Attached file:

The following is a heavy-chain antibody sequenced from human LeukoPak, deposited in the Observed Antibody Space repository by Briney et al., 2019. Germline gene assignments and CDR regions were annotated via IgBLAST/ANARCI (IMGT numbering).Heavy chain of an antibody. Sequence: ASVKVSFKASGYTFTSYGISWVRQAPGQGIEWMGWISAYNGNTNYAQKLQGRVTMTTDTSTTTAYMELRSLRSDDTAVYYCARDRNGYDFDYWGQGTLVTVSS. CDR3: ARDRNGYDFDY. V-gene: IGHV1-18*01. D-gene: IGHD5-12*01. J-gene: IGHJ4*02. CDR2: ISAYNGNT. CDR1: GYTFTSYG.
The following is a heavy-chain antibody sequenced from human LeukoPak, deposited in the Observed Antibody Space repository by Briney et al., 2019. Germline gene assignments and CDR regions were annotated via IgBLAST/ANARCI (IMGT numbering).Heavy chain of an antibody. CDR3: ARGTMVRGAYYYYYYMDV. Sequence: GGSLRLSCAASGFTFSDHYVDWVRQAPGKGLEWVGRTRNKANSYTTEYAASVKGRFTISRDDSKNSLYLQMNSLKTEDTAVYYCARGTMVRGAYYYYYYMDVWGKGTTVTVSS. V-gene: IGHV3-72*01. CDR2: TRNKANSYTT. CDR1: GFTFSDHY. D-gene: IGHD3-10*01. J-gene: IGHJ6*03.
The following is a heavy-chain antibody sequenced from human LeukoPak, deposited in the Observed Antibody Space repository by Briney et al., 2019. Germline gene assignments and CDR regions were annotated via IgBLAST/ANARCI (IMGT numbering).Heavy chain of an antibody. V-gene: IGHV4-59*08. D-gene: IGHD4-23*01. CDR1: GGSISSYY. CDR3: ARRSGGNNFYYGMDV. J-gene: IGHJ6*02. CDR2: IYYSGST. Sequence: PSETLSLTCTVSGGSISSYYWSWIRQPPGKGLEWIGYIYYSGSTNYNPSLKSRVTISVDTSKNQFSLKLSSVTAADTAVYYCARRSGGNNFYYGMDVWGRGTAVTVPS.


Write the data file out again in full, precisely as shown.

The following is a heavy-chain antibody sequenced from human LeukoPak, deposited in the Observed Antibody Space repository by Briney et al., 2019. Germline gene assignments and CDR regions were annotated via IgBLAST/ANARCI (IMGT numbering).Heavy chain of an antibody. Sequence: ASVKVSFKASGYTFTSYGISWVRQAPGQGIEWMGWISAYNGNTNYAQKLQGRVTMTTDTSTTTAYMELRSLRSDDTAVYYCARDRNGYDFDYWGQGTLVTVSS. CDR3: ARDRNGYDFDY. V-gene: IGHV1-18*01. D-gene: IGHD5-12*01. J-gene: IGHJ4*02. CDR2: ISAYNGNT. CDR1: GYTFTSYG.
The following is a heavy-chain antibody sequenced from human LeukoPak, deposited in the Observed Antibody Space repository by Briney et al., 2019. Germline gene assignments and CDR regions were annotated via IgBLAST/ANARCI (IMGT numbering).Heavy chain of an antibody. CDR3: ARGTMVRGAYYYYYYMDV. Sequence: GGSLRLSCAASGFTFSDHYVDWVRQAPGKGLEWVGRTRNKANSYTTEYAASVKGRFTISRDDSKNSLYLQMNSLKTEDTAVYYCARGTMVRGAYYYYYYMDVWGKGTTVTVSS. V-gene: IGHV3-72*01. CDR2: TRNKANSYTT. CDR1: GFTFSDHY. D-gene: IGHD3-10*01. J-gene: IGHJ6*03.
The following is a heavy-chain antibody sequenced from human LeukoPak, deposited in the Observed Antibody Space repository by Briney et al., 2019. Germline gene assignments and CDR regions were annotated via IgBLAST/ANARCI (IMGT numbering).Heavy chain of an antibody. V-gene: IGHV4-59*08. D-gene: IGHD4-23*01. CDR1: GGSISSYY. CDR3: ARRSGGNNFYYGMDV. J-gene: IGHJ6*02. CDR2: IYYSGST. Sequence: PSETLSLTCTVSGGSISSYYWSWIRQPPGKGLEWIGYIYYSGSTNYNPSLKSRVTISVDTSKNQFSLKLSSVTAADTAVYYCARRSGGNNFYYGMDVWGRGTAVTVPS.